At this point in their respective batting techniques, Judge’s mechanics allow for better and more complete hip-action than Stanton with his extremely closed stance. And they both can be Great if they just make slight corrections in their “mechanics.”   See the source image

To Be Great: Part 2 – Yu Darvish

Yu Darvish is one of my favorite players, and I want him to do well all the time, and become a pitcher that baseball fans will appreciate for his “Greatness.” He has all the tools, as well as the temperament and cordiality, that makes him my candidate for “good-guy” that will not “finish last,” but rather at the Top.

In my previous essay on Giancarlo Stanton, I quoted a passage from my new Book, If I Knew Then What I Know Now. It bears well to apply to Yu:

“Greatness is a humanly exaggerated or a spiritually magnified sense of being. To be extolled with greatness, one must step up above one’s peers, beyond the casualness of conformity, into the altitude of ‘Uniqueness,’ wherein the atmosphere of Soul the inspiration of life a lesser man cannot inhale.”

Yu Darvish looks a lot like Corey Kluber, except for one thing. As you can see from this recurring video shot, when Corey throws his fast breaking slider, it looks exactly like a fastball to the outside part of the plate. The batter can’t stop from swinging until it’s too late. When it leaves his hand there is no upward trajectory at all.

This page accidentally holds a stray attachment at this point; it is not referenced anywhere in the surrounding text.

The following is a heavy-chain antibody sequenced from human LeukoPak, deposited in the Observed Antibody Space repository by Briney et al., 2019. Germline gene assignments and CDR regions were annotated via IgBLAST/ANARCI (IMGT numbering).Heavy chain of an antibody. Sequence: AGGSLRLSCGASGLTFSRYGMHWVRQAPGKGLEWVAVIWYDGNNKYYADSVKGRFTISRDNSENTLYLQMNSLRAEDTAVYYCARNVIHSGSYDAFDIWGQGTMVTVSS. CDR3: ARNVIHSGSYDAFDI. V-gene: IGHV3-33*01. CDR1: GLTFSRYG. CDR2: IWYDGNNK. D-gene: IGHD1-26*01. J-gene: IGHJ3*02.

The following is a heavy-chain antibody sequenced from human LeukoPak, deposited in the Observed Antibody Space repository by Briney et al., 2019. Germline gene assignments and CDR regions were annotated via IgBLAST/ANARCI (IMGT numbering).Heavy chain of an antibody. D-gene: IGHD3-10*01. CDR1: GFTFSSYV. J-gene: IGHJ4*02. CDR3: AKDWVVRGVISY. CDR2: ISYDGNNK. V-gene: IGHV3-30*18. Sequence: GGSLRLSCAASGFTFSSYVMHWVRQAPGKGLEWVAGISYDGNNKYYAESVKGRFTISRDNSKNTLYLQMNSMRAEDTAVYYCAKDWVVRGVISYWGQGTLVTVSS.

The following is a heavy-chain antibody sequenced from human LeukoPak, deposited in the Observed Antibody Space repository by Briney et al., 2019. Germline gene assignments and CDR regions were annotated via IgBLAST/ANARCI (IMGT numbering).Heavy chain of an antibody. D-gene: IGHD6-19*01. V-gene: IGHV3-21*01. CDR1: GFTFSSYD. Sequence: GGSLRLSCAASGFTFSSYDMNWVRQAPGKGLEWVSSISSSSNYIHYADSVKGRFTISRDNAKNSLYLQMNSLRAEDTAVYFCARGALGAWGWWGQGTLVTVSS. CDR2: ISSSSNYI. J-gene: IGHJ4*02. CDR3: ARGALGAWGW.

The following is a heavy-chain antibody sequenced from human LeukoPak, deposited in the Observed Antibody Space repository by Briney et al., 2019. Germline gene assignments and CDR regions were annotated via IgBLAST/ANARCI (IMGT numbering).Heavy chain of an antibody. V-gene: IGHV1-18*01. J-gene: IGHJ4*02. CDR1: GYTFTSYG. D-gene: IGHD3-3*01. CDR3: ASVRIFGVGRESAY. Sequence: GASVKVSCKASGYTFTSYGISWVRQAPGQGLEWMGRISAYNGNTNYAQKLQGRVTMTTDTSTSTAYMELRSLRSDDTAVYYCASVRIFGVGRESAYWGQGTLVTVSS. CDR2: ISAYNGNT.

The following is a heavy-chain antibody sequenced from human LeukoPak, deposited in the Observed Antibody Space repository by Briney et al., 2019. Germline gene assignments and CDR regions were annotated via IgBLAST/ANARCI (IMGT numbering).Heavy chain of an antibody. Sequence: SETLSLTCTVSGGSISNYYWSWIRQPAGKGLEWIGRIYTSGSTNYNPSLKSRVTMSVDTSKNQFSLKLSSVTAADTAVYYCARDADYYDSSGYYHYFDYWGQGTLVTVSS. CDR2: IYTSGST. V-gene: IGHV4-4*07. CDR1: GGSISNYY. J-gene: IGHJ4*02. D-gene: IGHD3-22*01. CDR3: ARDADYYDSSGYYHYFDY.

When Yu throws his slider, the ball starts from his hand in a slightly upward trajectory, purportedly fighting gravity, while slowing to break downward. When he throws it starting slightly inside (to a right-handed batter), it slows and sets up perfectly for the batter to smash it. When he throws it starting low, its break begins early enough for the batter to usually detect it will be a ball, low.  From watching replays of the 2017 World Series, the Astros had little trouble distinguishing his fastball and his breaking pitches. The fastball had a straight line trajectory starting low and either staying low or moving diagonally upward.  His breaking pitches all started from his hand moving slightly upward, then slowed up to break downward or across, not providing any substantial deception.

From what I can detect, Yu might be dropping down too low with his back knee, and when he starts his delivery, his low position might be forcing his breaking pitch upward before it actually breaks effectively away from or into the batter. Or, he is not allowing his throwing shoulder to come over the top enough. See the source imageSee the source imageSee the source imageSee the source image